When it comes to nursing, understanding the difference between subjective vs objective data can be critical in taking note of the situation and dealing with it at utmost efficacy.
Believe it or not, discerning the difference between subjective and objective data is quite simple, we just make it more complicated when we overthink it! So, without further ado, let’s learn about the differences between subjective vs objective data!
What is Objective Data?
Objective data is the physical data we can observe using our senses. Objective findings come in either a measurement or a direct observation. Objective data cannot be argued, as it is measured and observed through vitals, tests, and physical exams.
Objective data is often easier for many to discern, as there is no gray area, which makes it a simpler concept for many nurses and students to grasp.
Examples of Objective Data Findings:
- Heart rate
- Blood pressure
- Body temperature
- General Appearance
- Levels of consciousness
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What is Subjective Data?
In medicine, a general rule of thumb is that a symptom is subjective, while a sign is objective. Subjective data is going to be information that you receive from the patient or from one of his or her knowledgeable companions. Subjective data is what you are able to pull from the patient such as how they are feeling, what their symptoms are, or what their current concerns are.
This subjective data sometimes takes a backseat to the objective data vitals and numbers, but listening to the patient and getting all the subjective data in their current condition can help you get a full read on the situation and the patient’s story.
One of the most important pieces of subjective data is pain. When a patient comes with symptoms of pain, you know that this pain needs to be addressed, even if there is no objective way to quantify the amount of pain.
Examples of Subjective Data Findings:
- Shortness of breath
- Loss of appetite
- Body aches
- Sore throat
Examples of Objective and Subjective Data Occurring Concurrently:
To help you understand the differences between subjective vs. objective data, it can help to see situations where they can occur at the same time. Each of these examples include subjective data of the patient telling the nurse about his or her symptoms while the nurse is observing the objective data signs that these symptoms are currently taking place. Let’s look at these examples to make this more clear:
Example 1: A patient says he has a fever and has muscle aches and nausea. He has a flushed appearance and the nurse reads a 102 degree F temperature on the thermometer.
Let’s break out the data from this first example into their objective and subjective findings:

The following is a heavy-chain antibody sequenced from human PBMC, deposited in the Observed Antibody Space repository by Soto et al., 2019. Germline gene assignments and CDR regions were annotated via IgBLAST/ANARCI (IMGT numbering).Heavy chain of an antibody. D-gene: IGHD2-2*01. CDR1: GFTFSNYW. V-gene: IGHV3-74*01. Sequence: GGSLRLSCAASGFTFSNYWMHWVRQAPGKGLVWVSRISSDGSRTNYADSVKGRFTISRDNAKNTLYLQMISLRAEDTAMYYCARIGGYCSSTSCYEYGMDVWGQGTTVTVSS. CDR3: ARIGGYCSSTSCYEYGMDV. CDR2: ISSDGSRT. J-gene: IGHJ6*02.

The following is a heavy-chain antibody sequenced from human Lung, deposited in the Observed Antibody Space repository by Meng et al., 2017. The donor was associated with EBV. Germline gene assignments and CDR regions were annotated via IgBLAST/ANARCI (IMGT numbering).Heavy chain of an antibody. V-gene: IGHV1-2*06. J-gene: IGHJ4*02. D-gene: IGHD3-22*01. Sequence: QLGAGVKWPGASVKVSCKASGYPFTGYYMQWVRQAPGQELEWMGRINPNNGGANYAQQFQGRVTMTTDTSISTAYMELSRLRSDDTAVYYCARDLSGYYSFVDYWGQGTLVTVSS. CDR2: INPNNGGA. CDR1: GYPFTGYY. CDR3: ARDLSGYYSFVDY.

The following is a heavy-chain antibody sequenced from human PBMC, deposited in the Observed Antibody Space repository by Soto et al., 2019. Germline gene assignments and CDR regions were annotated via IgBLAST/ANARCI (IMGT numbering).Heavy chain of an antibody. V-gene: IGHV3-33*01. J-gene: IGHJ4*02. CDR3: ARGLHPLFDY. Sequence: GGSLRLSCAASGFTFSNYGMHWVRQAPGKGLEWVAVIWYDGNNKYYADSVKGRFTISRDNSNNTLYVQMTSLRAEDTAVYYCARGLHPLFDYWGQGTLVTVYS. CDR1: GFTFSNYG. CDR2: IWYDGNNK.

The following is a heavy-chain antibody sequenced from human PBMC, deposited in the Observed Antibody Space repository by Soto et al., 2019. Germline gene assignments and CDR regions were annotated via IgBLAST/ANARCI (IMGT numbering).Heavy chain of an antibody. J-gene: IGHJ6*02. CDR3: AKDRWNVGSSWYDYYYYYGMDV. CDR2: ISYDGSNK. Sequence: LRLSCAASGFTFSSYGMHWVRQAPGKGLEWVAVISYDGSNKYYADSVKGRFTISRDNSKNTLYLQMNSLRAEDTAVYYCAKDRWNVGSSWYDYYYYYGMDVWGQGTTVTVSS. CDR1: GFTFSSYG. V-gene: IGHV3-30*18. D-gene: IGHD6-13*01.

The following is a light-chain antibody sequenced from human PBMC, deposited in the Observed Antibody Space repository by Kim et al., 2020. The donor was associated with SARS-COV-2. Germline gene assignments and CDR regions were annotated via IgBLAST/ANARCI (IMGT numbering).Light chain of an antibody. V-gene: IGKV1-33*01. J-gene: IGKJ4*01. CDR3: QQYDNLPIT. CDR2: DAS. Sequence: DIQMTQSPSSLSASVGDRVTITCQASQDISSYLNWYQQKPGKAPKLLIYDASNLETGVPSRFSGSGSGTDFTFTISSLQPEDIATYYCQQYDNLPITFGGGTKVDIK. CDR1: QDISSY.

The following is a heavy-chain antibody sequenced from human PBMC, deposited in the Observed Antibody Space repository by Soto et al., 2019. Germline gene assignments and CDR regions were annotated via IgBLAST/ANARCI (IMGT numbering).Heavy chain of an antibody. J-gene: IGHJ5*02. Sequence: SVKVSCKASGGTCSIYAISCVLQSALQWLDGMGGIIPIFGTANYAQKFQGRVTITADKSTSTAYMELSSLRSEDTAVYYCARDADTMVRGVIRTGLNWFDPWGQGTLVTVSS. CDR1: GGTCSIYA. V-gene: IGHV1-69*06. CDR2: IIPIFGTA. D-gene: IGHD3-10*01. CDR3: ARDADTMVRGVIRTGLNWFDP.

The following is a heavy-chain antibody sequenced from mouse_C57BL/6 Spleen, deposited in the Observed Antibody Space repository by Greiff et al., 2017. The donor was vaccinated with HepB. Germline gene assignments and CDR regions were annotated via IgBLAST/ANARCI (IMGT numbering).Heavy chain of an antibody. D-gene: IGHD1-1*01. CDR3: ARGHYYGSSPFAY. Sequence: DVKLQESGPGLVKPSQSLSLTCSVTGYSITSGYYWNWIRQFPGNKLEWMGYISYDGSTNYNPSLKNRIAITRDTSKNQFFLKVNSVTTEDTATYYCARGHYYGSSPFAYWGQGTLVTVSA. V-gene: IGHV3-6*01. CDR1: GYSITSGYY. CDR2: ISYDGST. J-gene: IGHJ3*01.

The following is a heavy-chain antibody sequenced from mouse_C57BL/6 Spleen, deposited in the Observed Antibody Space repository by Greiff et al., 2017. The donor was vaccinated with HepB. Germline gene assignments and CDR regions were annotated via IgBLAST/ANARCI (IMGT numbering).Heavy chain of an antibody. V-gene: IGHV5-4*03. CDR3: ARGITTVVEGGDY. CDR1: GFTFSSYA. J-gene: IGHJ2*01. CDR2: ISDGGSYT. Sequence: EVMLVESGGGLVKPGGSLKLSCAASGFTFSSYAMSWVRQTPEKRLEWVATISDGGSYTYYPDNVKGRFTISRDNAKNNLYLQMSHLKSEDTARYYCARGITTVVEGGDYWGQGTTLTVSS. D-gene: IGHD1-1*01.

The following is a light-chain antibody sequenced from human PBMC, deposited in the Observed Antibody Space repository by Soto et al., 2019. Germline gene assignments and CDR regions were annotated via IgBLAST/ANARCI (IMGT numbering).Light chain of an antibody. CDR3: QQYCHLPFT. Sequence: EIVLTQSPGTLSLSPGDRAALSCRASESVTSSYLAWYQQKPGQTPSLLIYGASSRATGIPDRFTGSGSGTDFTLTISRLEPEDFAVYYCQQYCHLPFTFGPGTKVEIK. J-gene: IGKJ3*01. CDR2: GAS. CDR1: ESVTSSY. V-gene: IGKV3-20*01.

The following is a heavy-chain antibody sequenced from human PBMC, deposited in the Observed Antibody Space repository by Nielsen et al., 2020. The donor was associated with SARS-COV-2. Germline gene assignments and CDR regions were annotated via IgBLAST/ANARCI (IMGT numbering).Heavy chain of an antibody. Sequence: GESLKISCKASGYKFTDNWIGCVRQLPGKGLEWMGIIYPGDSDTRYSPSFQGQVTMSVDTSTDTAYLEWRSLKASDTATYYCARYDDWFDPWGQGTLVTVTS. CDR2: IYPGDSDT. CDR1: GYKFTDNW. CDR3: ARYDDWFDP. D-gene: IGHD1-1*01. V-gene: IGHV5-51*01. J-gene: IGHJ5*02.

- 102 Temperature
- Flushed appearance
- The patient feels muscle aches
- Patient reports experiencing a fever
Example 2: A patient is clutching her stomach and complaining of nausea, diarrhea, and headache symptoms. The nurse observes her vomiting into the toilet.
- Nurse observes vomiting
- Patient reports feeling nausea
- Patient says she has diarrhea
- Patient reports headache
Example 3: A patient complains of shakiness, especially in his hands. When asked about his symptoms, he mentions that he has lost weight. He currently weighs 187 pounds. While he is on the scale, the nurse can see his hands shaking.
- Patient weighs 187 pounds
- Nurse observes his hands shaking
- Patient reports shakiness
- Patient has reported weight loss over time
Each of these examples show the nurse observing objective data that is closely related to the symptoms, or subjective data, that the patient is saying he or she is experiencing.
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Why Subjective vs Objective Data is Important for Passing the NCLEX
When studying for the NCLEX, you will be tested to demonstrate your knowledge and skills of health screening. This can include performing a health history, health, and risk assessment. This includes both the symptoms a patient says they are currently experiencing as well as the empirical objective data that can be measured by the 5 senses.
Hopefully you’ve learned a bit on how to differentiate subjective vs objective data and you understand the need for observing the patient as well as listening to his or her story and symptoms to paint the best picture of the patient’s current state. Don’t make the mistake of relying too much on numbers, as every patient deserves a nurse to listen to their story and take in the full picture.